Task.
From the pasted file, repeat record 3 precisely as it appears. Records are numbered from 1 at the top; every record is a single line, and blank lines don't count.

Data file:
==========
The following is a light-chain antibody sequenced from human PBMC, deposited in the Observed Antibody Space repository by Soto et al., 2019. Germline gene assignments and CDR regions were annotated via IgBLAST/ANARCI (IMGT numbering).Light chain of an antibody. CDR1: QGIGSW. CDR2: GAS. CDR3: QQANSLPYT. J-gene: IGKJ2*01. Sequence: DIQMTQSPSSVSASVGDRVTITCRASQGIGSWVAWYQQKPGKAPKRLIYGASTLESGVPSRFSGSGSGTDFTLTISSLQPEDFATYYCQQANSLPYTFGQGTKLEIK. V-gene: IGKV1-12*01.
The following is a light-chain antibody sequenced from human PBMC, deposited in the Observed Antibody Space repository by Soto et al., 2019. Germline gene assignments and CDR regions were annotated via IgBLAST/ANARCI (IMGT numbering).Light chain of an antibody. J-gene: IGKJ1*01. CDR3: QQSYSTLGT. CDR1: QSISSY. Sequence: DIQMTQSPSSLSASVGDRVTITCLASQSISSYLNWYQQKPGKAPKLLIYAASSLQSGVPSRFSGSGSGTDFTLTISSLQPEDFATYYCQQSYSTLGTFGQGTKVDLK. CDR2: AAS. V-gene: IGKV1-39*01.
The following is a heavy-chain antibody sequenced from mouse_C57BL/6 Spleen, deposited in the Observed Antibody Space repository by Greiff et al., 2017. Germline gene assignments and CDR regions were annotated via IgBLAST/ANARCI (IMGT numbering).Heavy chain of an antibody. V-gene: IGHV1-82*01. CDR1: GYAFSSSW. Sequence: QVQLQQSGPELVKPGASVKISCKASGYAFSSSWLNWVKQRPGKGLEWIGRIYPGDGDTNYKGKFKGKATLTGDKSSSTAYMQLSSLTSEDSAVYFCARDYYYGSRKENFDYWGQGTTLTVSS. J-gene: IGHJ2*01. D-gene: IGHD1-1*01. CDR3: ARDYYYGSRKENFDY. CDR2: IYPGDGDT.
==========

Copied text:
The following is a heavy-chain antibody sequenced from mouse_C57BL/6 Spleen, deposited in the Observed Antibody Space repository by Greiff et al., 2017. Germline gene assignments and CDR regions were annotated via IgBLAST/ANARCI (IMGT numbering).Heavy chain of an antibody. V-gene: IGHV1-82*01. CDR1: GYAFSSSW. Sequence: QVQLQQSGPELVKPGASVKISCKASGYAFSSSWLNWVKQRPGKGLEWIGRIYPGDGDTNYKGKFKGKATLTGDKSSSTAYMQLSSLTSEDSAVYFCARDYYYGSRKENFDYWGQGTTLTVSS. J-gene: IGHJ2*01. D-gene: IGHD1-1*01. CDR3: ARDYYYGSRKENFDY. CDR2: IYPGDGDT.